Two have hopes to run, bike, swim to Athens

Hawaii offers first chance for U.S. triathlon berth

Notebook

Olympics

April 11, 2004|By Paul McMullen | Paul McMullen,SUN STAFF

Joanna Zeiger has traded the Jones Falls Valley for Colorado's altitude, but her goal hasn't changed.

One of the fittest women in the world, Zeiger is seeking her second Olympic berth in the triathlon. Four years ago, she finished fourth in the sport's Olympic debut. After swimming nearly a mile to the Sydney Opera House, then biking 24.8 miles and running 6.2 through the nearby Botanical Gardens, Zeiger finished fourth, just 17 seconds shy of a medal.

At the time, Zeiger was living in Baltimore and doing her doctoral work in genetic epidemiology at the Johns Hopkins School of Hygiene and Public Health. She completed her Ph.D. in January 2001. A year later, she married Mark Shenk. Last September, they moved to Boulder.

Zeiger, who will turn 34 in May, is working part-time at the University of Colorado's Institute for Behavioral Genetics, analyzing data and writing summaries on conduct disorders and substance abuse among adolescents. She has spent considerable time analyzing and correcting her own problems.

"After the 2002 Ironman, I backed off of running for six months because of a lower back problem," said Zeiger, a 5-foot-5, 115-pound dynamo. "I've seen more physical therapists than I can count. I had to change my running and cycling biomechanics. My running form was abysmal, but it's improved."

Zeiger spoke from Honolulu, where she's preparing for an International Triathlon Union race that will be conducted a week from today. The top American finisher will earn an Olympic berth in Athens, Greece. Another berth will go to the top American in the May 8 world championships in Madeira, Portugal. The third spot will be determined by a convoluted points system.

Ranked fourth among U.S. women, she is coming off a second-place finish in the Pan American championships last month.

Like Zeiger, Amanda Pagon needs a big finish in Hawaii or Portugal to punch a ticket to Athens.

Pagon is more familiar to some Baltimoreans as Amanda White, an invincible distance runner for Dulaney High in the early 1990s. She ran and swam for Stanford, then took up the triathlon. She stands seventh among American women in the world rankings, but is No. 1 in at least one category.

Pagon and her husband, Garrett, have two sons, Blake, 5, and Chase, 2.

"There's only one other American in the rankings who has a child, and I'm pretty sure she only has one," Pagon said. "There were some really nice days this past winter when I blew off a bike ride to take the boys to the park. I'm not reaching my potential, but when we made the decision to have children, we put family before the triathlon. I'm OK with that."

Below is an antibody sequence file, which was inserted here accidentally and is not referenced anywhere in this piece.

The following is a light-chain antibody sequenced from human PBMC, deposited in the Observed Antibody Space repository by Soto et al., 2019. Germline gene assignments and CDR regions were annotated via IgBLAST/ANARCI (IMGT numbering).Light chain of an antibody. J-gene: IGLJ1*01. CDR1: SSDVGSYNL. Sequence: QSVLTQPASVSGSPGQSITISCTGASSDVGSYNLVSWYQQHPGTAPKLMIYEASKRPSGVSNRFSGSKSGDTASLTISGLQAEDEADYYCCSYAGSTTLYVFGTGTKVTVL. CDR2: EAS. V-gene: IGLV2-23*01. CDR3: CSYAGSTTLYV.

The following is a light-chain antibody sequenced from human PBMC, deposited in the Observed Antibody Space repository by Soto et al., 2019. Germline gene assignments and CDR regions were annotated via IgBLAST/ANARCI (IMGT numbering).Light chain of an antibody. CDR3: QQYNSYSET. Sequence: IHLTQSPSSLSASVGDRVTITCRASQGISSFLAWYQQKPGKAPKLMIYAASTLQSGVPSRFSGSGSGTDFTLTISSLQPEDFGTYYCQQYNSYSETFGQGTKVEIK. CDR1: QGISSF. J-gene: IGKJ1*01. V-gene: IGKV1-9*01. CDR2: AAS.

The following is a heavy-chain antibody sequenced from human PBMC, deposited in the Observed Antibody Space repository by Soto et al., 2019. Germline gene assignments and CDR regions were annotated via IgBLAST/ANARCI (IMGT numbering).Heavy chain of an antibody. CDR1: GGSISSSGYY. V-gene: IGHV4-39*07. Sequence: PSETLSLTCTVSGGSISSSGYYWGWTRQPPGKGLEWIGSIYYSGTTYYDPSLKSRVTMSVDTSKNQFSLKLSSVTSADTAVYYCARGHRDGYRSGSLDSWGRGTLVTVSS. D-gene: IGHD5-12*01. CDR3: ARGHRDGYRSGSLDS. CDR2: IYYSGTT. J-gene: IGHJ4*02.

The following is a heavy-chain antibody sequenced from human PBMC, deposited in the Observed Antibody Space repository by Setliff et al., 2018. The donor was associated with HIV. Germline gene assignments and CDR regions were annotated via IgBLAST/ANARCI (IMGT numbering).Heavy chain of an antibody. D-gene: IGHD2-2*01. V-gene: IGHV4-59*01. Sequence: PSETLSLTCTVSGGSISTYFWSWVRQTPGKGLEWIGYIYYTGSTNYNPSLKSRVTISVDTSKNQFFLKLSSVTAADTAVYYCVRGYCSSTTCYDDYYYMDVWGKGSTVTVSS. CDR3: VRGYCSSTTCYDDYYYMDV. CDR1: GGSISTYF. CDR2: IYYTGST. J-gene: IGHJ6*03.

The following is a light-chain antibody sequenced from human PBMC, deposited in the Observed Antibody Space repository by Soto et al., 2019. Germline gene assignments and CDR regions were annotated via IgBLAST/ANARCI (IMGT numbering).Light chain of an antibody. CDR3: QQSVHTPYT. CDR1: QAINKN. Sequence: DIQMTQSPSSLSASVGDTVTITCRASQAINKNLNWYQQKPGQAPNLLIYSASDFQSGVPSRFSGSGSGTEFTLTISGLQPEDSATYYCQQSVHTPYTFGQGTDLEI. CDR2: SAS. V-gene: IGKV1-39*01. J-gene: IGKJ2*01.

Pagon, 28, spoke as she was packing up her house in Prince George's County for an upcoming move to northern Virginia. She has a degree in human biology, and soon will be doing graduate work in a health field of some kind.

Phelps file

Michael Phelps is headed to New York, where the winner of the 74th annual James E. Sullivan Award will be announced Tuesday at the New York Athletic Club.

The award is given by the Amateur Athletic Union. Phelps is a professional, but the AAU changed its criteria when the Olympic movement dropped its amateur code.

The other finalists: LeBron James, who was playing high school basketball at the start of last year; Olympic speed skater Apolo Anton Ohno; Connecticut basketball player Diana Taurasi; and Philippa Raschker, who excels in masters track and field.

The 18-year-old from the North Baltimore Aquatic Club is attempting to become the first male swimmer to win the Sullivan Award since John Naber was recognized for his 1977 exploits.

Phelps has 86 days until the Olympic trials in Long Beach, Calif., and he will probably keep people guessing about his Olympic program until then. After that, it's a question of when, not if, he moves to Ann Arbor, Mich., as post-Athens obligations might keep Phelps from enrolling at the University of Michigan before 2005.

He'll settle there to continue his relationship with Bob Bowman, who will take over as the Wolverines' coach in the fall.

Games at a glance

When: Aug. 13-29

Where: Athens, Greece

Sports: 28

Countries: 202

Athletes: 10,500

Events: 296

TV: NBC, MSNBC, CNBC, Bravo

Web site: www.athens2004.com

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